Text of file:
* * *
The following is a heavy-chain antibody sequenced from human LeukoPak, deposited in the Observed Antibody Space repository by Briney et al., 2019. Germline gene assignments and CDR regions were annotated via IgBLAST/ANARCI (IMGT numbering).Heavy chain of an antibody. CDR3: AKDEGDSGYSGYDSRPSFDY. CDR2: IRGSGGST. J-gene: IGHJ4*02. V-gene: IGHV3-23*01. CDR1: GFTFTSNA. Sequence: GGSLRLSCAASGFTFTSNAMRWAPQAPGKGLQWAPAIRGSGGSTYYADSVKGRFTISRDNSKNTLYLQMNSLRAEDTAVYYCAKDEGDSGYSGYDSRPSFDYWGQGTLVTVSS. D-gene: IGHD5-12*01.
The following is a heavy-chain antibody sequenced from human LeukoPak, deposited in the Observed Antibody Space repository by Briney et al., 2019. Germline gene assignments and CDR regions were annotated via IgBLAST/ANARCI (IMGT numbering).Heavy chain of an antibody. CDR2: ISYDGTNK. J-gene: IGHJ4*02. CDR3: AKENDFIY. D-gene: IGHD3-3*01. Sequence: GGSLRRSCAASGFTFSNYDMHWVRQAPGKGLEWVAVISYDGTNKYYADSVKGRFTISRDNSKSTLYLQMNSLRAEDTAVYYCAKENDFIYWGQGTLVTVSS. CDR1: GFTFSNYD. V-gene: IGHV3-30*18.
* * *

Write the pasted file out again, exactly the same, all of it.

The following is a heavy-chain antibody sequenced from human LeukoPak, deposited in the Observed Antibody Space repository by Briney et al., 2019. Germline gene assignments and CDR regions were annotated via IgBLAST/ANARCI (IMGT numbering).Heavy chain of an antibody. CDR3: AKDEGDSGYSGYDSRPSFDY. CDR2: IRGSGGST. J-gene: IGHJ4*02. V-gene: IGHV3-23*01. CDR1: GFTFTSNA. Sequence: GGSLRLSCAASGFTFTSNAMRWAPQAPGKGLQWAPAIRGSGGSTYYADSVKGRFTISRDNSKNTLYLQMNSLRAEDTAVYYCAKDEGDSGYSGYDSRPSFDYWGQGTLVTVSS. D-gene: IGHD5-12*01.
The following is a heavy-chain antibody sequenced from human LeukoPak, deposited in the Observed Antibody Space repository by Briney et al., 2019. Germline gene assignments and CDR regions were annotated via IgBLAST/ANARCI (IMGT numbering).Heavy chain of an antibody. CDR2: ISYDGTNK. J-gene: IGHJ4*02. CDR3: AKENDFIY. D-gene: IGHD3-3*01. Sequence: GGSLRRSCAASGFTFSNYDMHWVRQAPGKGLEWVAVISYDGTNKYYADSVKGRFTISRDNSKSTLYLQMNSLRAEDTAVYYCAKENDFIYWGQGTLVTVSS. CDR1: GFTFSNYD. V-gene: IGHV3-30*18.